Jenet Heron recalls that someone at the club who had been Wes’ mentor departed and that this left him without an advocate. This seems likely to have been Jack Robertson, former England opening batsman and inaugurator of the county’s highly effective scouting system, who retired as Middlesex coach at the end of 1968. Former Essex opening batsman, Brian Ward, who was also on the ground staff with Wes, believes that Robertson had been responsible for Wes’ contract with Middlesex in the first place.
And who knows what else? Wes’ career record with Middlesex – 131 wickets at an average of 23.91 – is impressive enough to still make me wonder why he was let go. He was only 23. Another Middlesex teammate I spoke to thought that perhaps Wes “was felt to lack appropriate aggression or some sort of swagger or obvious self valuing”. Latchman remarked that Middlesex had “a record of sacking staff which often seemed unreasonable”.
Wes played club cricket in north London for many years after he was released by Middlesex. He worked in a furniture factory and a factory making cookers before setting up as a painter and decorator.
In 2011 he decided to make a trip back to Jamaica, which he hadn’t visited for over 40 years. He wanted to see his ageing relatives and take his son, Wesley, to visit his mother’s grave. When he applied to the Home Office for a new passport he was told he was an illegal immigrant and that if he wanted a British passport he would have to apply for naturalised UK citizenship. Otherwise he would be deported.
Wes had a British passport as a child but there had been no call to use it until 1968 when his mother in Jamaica suffered a serious stroke. His passport had by then expired and because there wasn’t time to get it renewed he was given a temporary six-week one to visit her. Worried that six weeks might not be enough, he was told that if it expired while he was away he could apply for a Jamaican one and return on that. In the event his mother’s illness, which resulted in her death while he was there, meant that he did outstay the six weeks. He obtained a Jamaican passport, as he had been advised, and returned to England. He was not told, however, that because Jamaica had declared independence in 1962 his new passport might disqualify him from ever renewing his British one.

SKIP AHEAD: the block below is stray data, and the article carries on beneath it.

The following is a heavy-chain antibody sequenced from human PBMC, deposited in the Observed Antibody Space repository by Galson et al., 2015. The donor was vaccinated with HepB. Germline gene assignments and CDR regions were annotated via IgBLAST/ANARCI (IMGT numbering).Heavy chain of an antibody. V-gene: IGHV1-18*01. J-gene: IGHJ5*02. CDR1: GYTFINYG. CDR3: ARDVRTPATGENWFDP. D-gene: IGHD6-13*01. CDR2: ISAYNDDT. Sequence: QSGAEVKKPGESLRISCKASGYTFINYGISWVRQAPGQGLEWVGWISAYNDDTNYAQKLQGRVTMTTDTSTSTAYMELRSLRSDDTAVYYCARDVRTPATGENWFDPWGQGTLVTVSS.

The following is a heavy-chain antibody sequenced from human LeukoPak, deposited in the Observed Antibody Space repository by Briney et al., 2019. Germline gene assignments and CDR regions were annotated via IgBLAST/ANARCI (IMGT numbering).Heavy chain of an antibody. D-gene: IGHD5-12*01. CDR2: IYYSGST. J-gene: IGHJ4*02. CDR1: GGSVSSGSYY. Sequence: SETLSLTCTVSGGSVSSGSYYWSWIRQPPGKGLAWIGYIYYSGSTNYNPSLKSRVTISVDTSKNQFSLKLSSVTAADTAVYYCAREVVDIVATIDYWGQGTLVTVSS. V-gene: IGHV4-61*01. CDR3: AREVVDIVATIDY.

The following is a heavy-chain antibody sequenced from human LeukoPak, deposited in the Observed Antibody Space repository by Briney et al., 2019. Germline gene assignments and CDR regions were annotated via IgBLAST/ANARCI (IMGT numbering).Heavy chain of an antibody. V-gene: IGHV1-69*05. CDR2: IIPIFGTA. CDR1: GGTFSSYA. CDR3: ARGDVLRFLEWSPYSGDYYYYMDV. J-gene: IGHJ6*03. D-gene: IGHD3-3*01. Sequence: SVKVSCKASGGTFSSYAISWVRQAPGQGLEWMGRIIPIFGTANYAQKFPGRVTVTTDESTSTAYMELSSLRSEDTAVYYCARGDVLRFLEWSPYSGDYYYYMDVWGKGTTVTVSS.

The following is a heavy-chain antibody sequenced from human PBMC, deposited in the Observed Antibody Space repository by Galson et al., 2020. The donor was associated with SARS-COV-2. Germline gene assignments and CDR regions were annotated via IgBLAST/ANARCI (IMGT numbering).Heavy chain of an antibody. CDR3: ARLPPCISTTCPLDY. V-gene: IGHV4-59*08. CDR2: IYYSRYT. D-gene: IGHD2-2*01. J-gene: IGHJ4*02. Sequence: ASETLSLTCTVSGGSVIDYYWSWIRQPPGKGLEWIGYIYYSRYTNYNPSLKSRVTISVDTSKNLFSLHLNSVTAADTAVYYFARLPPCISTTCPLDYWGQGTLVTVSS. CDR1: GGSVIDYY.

He lived in north London unaware of this for the next 43 years, never leaving the country, always in work, paying his taxes, visiting Lord’s whenever a touring West Indies team was playing and attending the annual reunions of ex-Middlesex players. Then in 2011 the nightmare of his last few years began. Applying for naturalisation involved a fee of £1,400, money he didn’t have. And having held a British passport as a child he couldn’t understand why he should now have to pay for an application, the result of which was uncertain. He had lived in this country for almost 60 years assuming he was a British citizen.
His case was taken up by his local MP, Kate Osamor, but the Home Office insisted that Wes had lost his British nationality when his passport expired after Jamaica declared independence, that he was therefore an overstayer and would be deported unless he applied for naturalisation.
As his son, Wesley, told the Guardian after his death: “His treatment by the Home Office was blatant discrimination. The government made him feel like: you’re black, you shouldn’t be here, full stop.” Wes would point out that he had been in the country for longer than David Cameron had been alive, but was nevertheless facing deportation.
It was only in 2018, in the wake of the Windrush scandal when a Home Office taskforce was set up to examine cases such as Wes’, that he was finally granted British citizenship. His British passport arrived at the start of 2019 but the promised compensation, which would have paid for his long postponed visit to Jamaica, had still not arrived at the time of his death. Indeed, at the time of writing, 18 months after Theresa May promised financial compensation to the Windrush victims, not a single payment has been made.
Wesley has described how the long years of dealing with the hostile environment administered by the Home Office caused the stress and depression which he believes contributed to his father’s sudden death. It might also be that the seeds of his later soul-destroying entanglement with Home Office incompetence and intransigence which were sown back in 1968 also contributed to bringing Wes’ cricket career with Middlesex to a close.
According to his son, Wes took the passing of his mother “very hard… telling me he was still crying about her 10 years later”. She died in the summer of 1968 and so Wes would have returned from Jamaica to county cricket grieving for his loss – which must surely have affected his form – and having confronted for the first time the citizenship and passport difficulties of the Windrush generation which more than five decades later have become a national scandal.